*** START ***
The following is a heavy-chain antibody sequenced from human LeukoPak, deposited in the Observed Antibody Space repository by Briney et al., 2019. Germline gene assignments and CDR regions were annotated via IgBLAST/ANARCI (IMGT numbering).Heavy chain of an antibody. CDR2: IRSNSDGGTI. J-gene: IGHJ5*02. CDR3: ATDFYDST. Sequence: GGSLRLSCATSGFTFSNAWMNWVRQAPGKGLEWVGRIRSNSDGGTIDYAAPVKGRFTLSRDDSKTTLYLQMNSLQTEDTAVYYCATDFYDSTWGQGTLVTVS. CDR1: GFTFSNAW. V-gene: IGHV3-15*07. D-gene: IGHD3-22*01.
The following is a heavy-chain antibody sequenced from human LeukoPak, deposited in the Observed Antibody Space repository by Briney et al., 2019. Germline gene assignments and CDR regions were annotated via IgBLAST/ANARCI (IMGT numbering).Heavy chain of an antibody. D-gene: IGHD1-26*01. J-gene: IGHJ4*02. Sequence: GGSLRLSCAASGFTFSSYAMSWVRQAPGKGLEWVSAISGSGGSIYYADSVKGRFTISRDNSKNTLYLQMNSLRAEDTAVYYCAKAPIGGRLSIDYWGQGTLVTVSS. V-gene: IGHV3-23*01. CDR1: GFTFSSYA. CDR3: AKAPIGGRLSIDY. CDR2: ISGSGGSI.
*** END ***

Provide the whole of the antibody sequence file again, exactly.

The following is a heavy-chain antibody sequenced from human LeukoPak, deposited in the Observed Antibody Space repository by Briney et al., 2019. Germline gene assignments and CDR regions were annotated via IgBLAST/ANARCI (IMGT numbering).Heavy chain of an antibody. CDR2: IRSNSDGGTI. J-gene: IGHJ5*02. CDR3: ATDFYDST. Sequence: GGSLRLSCATSGFTFSNAWMNWVRQAPGKGLEWVGRIRSNSDGGTIDYAAPVKGRFTLSRDDSKTTLYLQMNSLQTEDTAVYYCATDFYDSTWGQGTLVTVS. CDR1: GFTFSNAW. V-gene: IGHV3-15*07. D-gene: IGHD3-22*01.
The following is a heavy-chain antibody sequenced from human LeukoPak, deposited in the Observed Antibody Space repository by Briney et al., 2019. Germline gene assignments and CDR regions were annotated via IgBLAST/ANARCI (IMGT numbering).Heavy chain of an antibody. D-gene: IGHD1-26*01. J-gene: IGHJ4*02. Sequence: GGSLRLSCAASGFTFSSYAMSWVRQAPGKGLEWVSAISGSGGSIYYADSVKGRFTISRDNSKNTLYLQMNSLRAEDTAVYYCAKAPIGGRLSIDYWGQGTLVTVSS. V-gene: IGHV3-23*01. CDR1: GFTFSSYA. CDR3: AKAPIGGRLSIDY. CDR2: ISGSGGSI.